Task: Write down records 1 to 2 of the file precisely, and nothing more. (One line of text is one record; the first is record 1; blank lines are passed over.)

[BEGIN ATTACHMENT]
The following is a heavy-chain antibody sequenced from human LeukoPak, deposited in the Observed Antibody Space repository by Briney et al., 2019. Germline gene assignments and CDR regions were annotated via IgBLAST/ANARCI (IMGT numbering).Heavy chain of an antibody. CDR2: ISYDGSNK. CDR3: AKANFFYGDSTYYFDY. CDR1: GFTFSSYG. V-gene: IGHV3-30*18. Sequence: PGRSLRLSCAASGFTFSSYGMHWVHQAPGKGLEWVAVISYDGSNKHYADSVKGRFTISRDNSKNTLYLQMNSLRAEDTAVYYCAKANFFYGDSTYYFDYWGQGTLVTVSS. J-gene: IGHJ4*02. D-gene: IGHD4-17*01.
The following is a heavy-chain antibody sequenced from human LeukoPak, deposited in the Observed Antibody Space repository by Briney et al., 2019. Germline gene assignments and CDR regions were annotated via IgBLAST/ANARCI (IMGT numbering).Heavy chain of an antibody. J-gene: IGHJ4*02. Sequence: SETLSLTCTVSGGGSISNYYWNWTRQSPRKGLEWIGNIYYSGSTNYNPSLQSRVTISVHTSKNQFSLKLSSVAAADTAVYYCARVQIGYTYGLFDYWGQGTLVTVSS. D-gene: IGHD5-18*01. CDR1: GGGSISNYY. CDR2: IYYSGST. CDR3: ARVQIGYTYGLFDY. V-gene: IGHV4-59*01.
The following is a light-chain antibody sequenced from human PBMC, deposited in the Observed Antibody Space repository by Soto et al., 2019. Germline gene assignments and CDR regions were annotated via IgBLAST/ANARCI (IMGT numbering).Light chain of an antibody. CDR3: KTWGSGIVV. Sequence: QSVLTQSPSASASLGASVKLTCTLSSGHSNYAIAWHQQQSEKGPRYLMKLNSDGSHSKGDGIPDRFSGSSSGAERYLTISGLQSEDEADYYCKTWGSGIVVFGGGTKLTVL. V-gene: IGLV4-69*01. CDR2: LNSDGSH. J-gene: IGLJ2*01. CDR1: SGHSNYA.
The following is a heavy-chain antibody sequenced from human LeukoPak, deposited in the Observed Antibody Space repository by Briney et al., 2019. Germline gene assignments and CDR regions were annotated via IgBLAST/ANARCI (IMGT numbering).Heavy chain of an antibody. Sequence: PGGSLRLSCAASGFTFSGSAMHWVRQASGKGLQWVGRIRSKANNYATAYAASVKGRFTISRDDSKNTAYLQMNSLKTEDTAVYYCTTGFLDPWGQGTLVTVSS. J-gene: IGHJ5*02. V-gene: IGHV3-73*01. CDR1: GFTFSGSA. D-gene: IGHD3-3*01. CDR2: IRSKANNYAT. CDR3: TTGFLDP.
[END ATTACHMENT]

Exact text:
The following is a heavy-chain antibody sequenced from human LeukoPak, deposited in the Observed Antibody Space repository by Briney et al., 2019. Germline gene assignments and CDR regions were annotated via IgBLAST/ANARCI (IMGT numbering).Heavy chain of an antibody. CDR2: ISYDGSNK. CDR3: AKANFFYGDSTYYFDY. CDR1: GFTFSSYG. V-gene: IGHV3-30*18. Sequence: PGRSLRLSCAASGFTFSSYGMHWVHQAPGKGLEWVAVISYDGSNKHYADSVKGRFTISRDNSKNTLYLQMNSLRAEDTAVYYCAKANFFYGDSTYYFDYWGQGTLVTVSS. J-gene: IGHJ4*02. D-gene: IGHD4-17*01.
The following is a heavy-chain antibody sequenced from human LeukoPak, deposited in the Observed Antibody Space repository by Briney et al., 2019. Germline gene assignments and CDR regions were annotated via IgBLAST/ANARCI (IMGT numbering).Heavy chain of an antibody. J-gene: IGHJ4*02. Sequence: SETLSLTCTVSGGGSISNYYWNWTRQSPRKGLEWIGNIYYSGSTNYNPSLQSRVTISVHTSKNQFSLKLSSVAAADTAVYYCARVQIGYTYGLFDYWGQGTLVTVSS. D-gene: IGHD5-18*01. CDR1: GGGSISNYY. CDR2: IYYSGST. CDR3: ARVQIGYTYGLFDY. V-gene: IGHV4-59*01.